Shobhaa Dé takes on the corrupt political system in her next novel titled Sethji...
For everyone who thinks there is a world on the other side of the cupboard door, author Shobhaa Dé wants you to step out of the closet and embrace your inner Narnia. Or Oz. Or your inner Red Queen.
"With 16 published books, all of them bestsellers, I want to inspire closet writers and tell them to go forth and write," she tells Emirates Business in an interview ahead of her visit to Dubai this week, clearly ready to take on any aspirants for the bestseller list.
The model-turned-journalist-turned-novelist, 62, is one of India's best-known literary exports, leveraging her journalistic skills to document – in bonkbusting fiction and handy how-to primers alike – the story of a country as it comes of age and comes to grips with its newfound international celebrity.
And she will tell it like it is at the ongoing Emirates Airline Festival of Literature, where she will discuss her latest book, Superstar India, written as she turned 60 – a few months after the country itself marked its 60th anniversary of independence from colonial rule. She is also on a panel with Mughal historian William Dalrymple and Slumdog Millionaire author Vikas Swarup, discussing the future of India, which, by some accounts could become the world's third-largest economy (by purchasing power) by 2012.
Partly autobiographical in nature, Superstar India is nevertheless a fascinating account of one woman's journey alongside that of her country. Alongside some soul-searching of her own, she demolishes every cliché about the country while proving it to be true, neatly dissecting Indian society, its politics and its culture.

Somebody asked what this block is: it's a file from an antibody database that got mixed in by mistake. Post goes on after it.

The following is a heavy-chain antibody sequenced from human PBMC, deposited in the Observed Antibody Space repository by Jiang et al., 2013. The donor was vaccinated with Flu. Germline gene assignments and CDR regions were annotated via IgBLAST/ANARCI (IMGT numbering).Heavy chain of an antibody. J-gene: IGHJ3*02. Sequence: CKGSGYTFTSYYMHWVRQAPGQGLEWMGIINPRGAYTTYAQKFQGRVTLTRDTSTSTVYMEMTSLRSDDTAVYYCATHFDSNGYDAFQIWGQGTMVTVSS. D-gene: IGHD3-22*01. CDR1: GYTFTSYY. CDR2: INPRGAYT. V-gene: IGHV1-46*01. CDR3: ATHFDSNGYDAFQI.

Dé is currently hard at work on her newest book, Sethji, which she hopes will be out next year. "2011, Inshallah," she replies with no hint of irony, when asked for a release date.
Reportedly a fictionalised exposé about one corrupt Indian political family (Seth translates from the Hindi to mean master, ji is an honorific denoting respect), Dé shies away from offering too much detail. "It's a bit too premature to talk about Sethji," she starts off. "But Sethji has certainly moved inside my head – which is the best and most important sign. I can 'see' Sethji. The book will write itself now."
She describes the writing process as "very visceral… organic".
"I do maintain notes… but rarely refer to them. Yes, I do lose lots of great lines and even plot developments, but I console myself that my imagination will come up with something even better at a later stage," she explains. "And so far that's how it has gone. A linear narrative rarely plays by the rules the writer sets out with. At some point the characters write their own stories. But it helps to have a basic structure to begin with."
Full report here Emirates Business